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Hydrothermal synthesis of coherent porous V2O3/carbon nanocomposites for high-performance lithium- and sodium-ion batteries

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  • ReceivedMar 31, 2017
  • AcceptedMay 23, 2017
  • PublishedJul 6, 2017

Abstract

Carbonaceous composite materials have been extensively studied in energy storage and conversion devices and commonly are fabricated from liquid precursors. In this work, we reported an unusual formation of vanadium oxide and carbon nanocomposite from microsized VO2 microspheres through a “dissolution and recrystallization” process with the assistance of LiH2PO4. The obtained vanadium oxides nanoparticles are in uniform distribution in the carbon matrix. The V2O3/carbon composite inherits the porous feature of the Ketjen black (KB) carbon and has a surface area of 76.59 m2 g−1. As an anode material for lithium/sodium-ion batteries, the V2O3/carbon nanocomposites exhibit higher capacity, better rate capability and cycling stability than the V2O3 nanoparticle counterparts. The enhanced electrochemical performances are attributed to the porous V2O3/carbon nanocomposites, which can allow the electrolyte penetration, shorten the ion diffusion distance and improve the electronic conductivity.


Funded by

National Natural Science Foundation of China(51302323)

Program for New Century Excellent Talents in the University(NCET-13-0594)

Research Fund for Doctoral Program of Higher Education of China(201301621200)

the Natural Science Foundation of Hunan Province

China(14JJ3018)


Acknowledgment

This work was supported by the National Natural Science Foundation of China (51302323), the Program for New Century Excellent Talents in the University (NCET-13-0594), the Research Fund for Doctoral Program of Higher Education of China (201301621200), and the Natural Science Foundation of Hunan Province, China (14JJ3018).


Interest statement

The authors declare that they have no conflict of interest.


Contributions statement

An X and Wang Y participated in the experiment and wrote the article. Yang H participated in the experiment and drew the scheme and figures. Pan A and Cao G conceived and supervised the project and revised the manuscript. All authors contributed to the general discussion.


Author information

Xinxin An is a postgraduate student in Prof. Pan’s Group and will receive her MSc degree from the School of Materials Science and Engineering, Central South University in June 2017. Her current research interest is the vanadium-based electrode material for lithium ion battery.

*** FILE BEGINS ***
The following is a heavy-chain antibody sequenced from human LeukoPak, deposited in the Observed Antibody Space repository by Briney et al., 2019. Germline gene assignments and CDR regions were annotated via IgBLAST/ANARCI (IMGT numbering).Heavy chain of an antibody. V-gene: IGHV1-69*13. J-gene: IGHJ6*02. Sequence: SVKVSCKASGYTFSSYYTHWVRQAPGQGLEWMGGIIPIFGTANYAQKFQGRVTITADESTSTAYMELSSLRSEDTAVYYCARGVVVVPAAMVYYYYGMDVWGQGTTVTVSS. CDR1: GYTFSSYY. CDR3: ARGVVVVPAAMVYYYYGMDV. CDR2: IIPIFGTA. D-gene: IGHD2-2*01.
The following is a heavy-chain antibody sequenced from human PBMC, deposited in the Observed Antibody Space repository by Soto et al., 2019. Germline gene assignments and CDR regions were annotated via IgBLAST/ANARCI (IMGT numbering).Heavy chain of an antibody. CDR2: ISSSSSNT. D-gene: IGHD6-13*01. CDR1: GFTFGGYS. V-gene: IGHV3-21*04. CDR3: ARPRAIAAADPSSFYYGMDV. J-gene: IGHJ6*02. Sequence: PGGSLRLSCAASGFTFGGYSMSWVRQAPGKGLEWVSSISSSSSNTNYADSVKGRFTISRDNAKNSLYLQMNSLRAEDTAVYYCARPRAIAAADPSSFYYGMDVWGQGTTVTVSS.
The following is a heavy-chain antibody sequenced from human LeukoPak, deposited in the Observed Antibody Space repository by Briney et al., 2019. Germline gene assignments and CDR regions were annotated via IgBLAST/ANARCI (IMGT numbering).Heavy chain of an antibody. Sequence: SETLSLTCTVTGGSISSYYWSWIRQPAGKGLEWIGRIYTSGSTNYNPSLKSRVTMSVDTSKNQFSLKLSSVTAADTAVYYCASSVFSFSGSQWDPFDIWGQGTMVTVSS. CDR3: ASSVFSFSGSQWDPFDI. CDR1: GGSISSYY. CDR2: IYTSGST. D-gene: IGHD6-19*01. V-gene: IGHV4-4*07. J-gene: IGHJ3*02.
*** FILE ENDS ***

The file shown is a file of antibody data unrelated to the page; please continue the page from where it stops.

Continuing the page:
Hulin Yang is a postgraduate student in Prof. Pan’s Group will receive his MSc degree from the School of Materials Science and Engineering, Central South University in 2018. His current research interest is the tin sulfide hollow microsphere for anode of lithium ion battery.


Anqiang Pan received his PhD degree (2011) from Central South University. He joined Prof. Guozhong Cao’s group at the University of Washington as a visiting student in 2008. Then, he worked at PNNL as a visiting scholar in Drs. Ji-Guang Zhang and Jun Liu’s group (2009–2011). He joined Prof. Xiongwen (David) Lou’s group at Nanyang Technological University as a research fellow (2011-2012). Currently, he is a Sheng-Hua Professor at Central South University. His current interests are on the lithium/sodium ion batteries, and supercapacitors.


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  • Figure 1

    (a) XRD patterns of the precursor of V2O3/carbon nanocomposites. SEM images of the vanadium oxide prepared from different hydrothermal solution (b) without and (c) with LiH2PO4. (d) SEM images of the precursor of V2O3/carbon nanocomposites.

  • Scheme 1

    The illustration of the formation of V2O3/carbon nanocomposites.

  • Figure 2

    (a) XRD patterns of the V2O3/carbon nanocomposites and the pure V2O3 nanoparticles. (b) XRD pattern with Rietveld refinement of the V2O3/carbon nanocomposites. (c) SEM of the pure V2O3 nanoparticles. (d) SEM of the V2O3/carbon nanocomposites. (e) TEM, (f) HRTEM and (g) STEM-high-angle annular dark field (HAADF) image and energy disperse spectroscopy (EDS) elemental mapping images of V2O3/carbon nanocomposites.

  • Figure 3

    (a) Nitrogen adsorption/desorption isotherms and (b) pore size distribution of the V2O3/carbon nanocomposites and V2O3 nanoparticles.

  • Figure 4

    (a) Raman spectrum of the V2O3/carbon nanocomposites. (b) TG and DSC curves of the V2O3/carbon nanocomposites.

  • Figure 5

    Electrochemical lithium storage performance of the V2O3/carbon nanocomposites, pure V2O3 particles and KB carbon in the window of 0.01–3V (vs. Li/Li+). (a) Cycling performance of the three electrode materials at a current density of 100 mA g−1. (b) Galvanostatic discharge/charge curves for the 5th, 10th, 50th, 100th and 200th cycles at 100 mA g−1. (c) Rate performance of the V2O3/carbon nanocomposites and pure V2O3 particles.

  • Figure 6

    Electrochemical sodium storage performance of the V2O3/carbon nanocomposites, V2O3 particles and KB carbon in the voltage range of 0.01–3 V (vs. Na/Na+). (a) Cycling performance at a current density of 100 mA g−1. (b) Galvanostatic discharge/charge curves for the 2nd, 5th, 10th, 50th and 100th cycles at 100 mA g−1. (c) Rate performance of the two electrode materials. (d) Cycling performance at a current density of 1000 mA g−1.

  • Figure 7

    Nyquist plots of the V2O3 and V2O3/carbon nanocomposites as anodes for NIBs and their simulation model for the calculation.

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